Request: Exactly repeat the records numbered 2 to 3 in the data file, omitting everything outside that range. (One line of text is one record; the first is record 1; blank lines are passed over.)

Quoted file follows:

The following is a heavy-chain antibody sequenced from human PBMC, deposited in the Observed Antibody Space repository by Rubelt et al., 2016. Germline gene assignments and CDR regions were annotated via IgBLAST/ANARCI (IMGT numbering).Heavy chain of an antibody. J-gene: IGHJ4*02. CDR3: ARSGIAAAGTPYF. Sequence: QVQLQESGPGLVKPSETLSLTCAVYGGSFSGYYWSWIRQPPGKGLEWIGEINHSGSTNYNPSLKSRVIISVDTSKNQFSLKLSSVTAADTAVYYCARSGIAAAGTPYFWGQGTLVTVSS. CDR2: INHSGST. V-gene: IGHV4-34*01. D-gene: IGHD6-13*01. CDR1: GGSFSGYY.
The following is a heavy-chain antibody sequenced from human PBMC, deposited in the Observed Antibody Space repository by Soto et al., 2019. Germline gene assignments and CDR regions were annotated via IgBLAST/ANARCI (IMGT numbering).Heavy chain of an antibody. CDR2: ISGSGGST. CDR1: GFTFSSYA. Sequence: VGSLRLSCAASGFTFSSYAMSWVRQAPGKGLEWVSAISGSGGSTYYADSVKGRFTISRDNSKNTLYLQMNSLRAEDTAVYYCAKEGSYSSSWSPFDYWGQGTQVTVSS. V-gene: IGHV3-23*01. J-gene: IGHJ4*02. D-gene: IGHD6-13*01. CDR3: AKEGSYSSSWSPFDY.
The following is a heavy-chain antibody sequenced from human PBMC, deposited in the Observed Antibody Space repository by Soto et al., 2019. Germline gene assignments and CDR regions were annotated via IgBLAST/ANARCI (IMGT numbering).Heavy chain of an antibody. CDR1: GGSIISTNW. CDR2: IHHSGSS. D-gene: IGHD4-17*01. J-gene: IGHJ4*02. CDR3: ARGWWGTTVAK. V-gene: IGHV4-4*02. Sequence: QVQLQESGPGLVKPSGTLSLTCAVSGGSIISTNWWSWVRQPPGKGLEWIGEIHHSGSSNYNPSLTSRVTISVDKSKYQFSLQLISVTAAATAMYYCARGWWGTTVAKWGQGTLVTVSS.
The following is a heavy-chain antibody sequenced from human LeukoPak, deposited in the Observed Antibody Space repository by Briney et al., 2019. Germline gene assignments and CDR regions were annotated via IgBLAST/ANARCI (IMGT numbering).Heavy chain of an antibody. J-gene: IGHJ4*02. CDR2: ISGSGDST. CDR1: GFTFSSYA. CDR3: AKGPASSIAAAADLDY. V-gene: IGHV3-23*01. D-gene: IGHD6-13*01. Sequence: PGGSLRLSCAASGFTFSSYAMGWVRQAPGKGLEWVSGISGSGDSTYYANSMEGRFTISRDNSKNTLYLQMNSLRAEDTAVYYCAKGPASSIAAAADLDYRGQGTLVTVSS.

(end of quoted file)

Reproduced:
The following is a heavy-chain antibody sequenced from human PBMC, deposited in the Observed Antibody Space repository by Soto et al., 2019. Germline gene assignments and CDR regions were annotated via IgBLAST/ANARCI (IMGT numbering).Heavy chain of an antibody. CDR2: ISGSGGST. CDR1: GFTFSSYA. Sequence: VGSLRLSCAASGFTFSSYAMSWVRQAPGKGLEWVSAISGSGGSTYYADSVKGRFTISRDNSKNTLYLQMNSLRAEDTAVYYCAKEGSYSSSWSPFDYWGQGTQVTVSS. V-gene: IGHV3-23*01. J-gene: IGHJ4*02. D-gene: IGHD6-13*01. CDR3: AKEGSYSSSWSPFDY.
The following is a heavy-chain antibody sequenced from human PBMC, deposited in the Observed Antibody Space repository by Soto et al., 2019. Germline gene assignments and CDR regions were annotated via IgBLAST/ANARCI (IMGT numbering).Heavy chain of an antibody. CDR1: GGSIISTNW. CDR2: IHHSGSS. D-gene: IGHD4-17*01. J-gene: IGHJ4*02. CDR3: ARGWWGTTVAK. V-gene: IGHV4-4*02. Sequence: QVQLQESGPGLVKPSGTLSLTCAVSGGSIISTNWWSWVRQPPGKGLEWIGEIHHSGSSNYNPSLTSRVTISVDKSKYQFSLQLISVTAAATAMYYCARGWWGTTVAKWGQGTLVTVSS.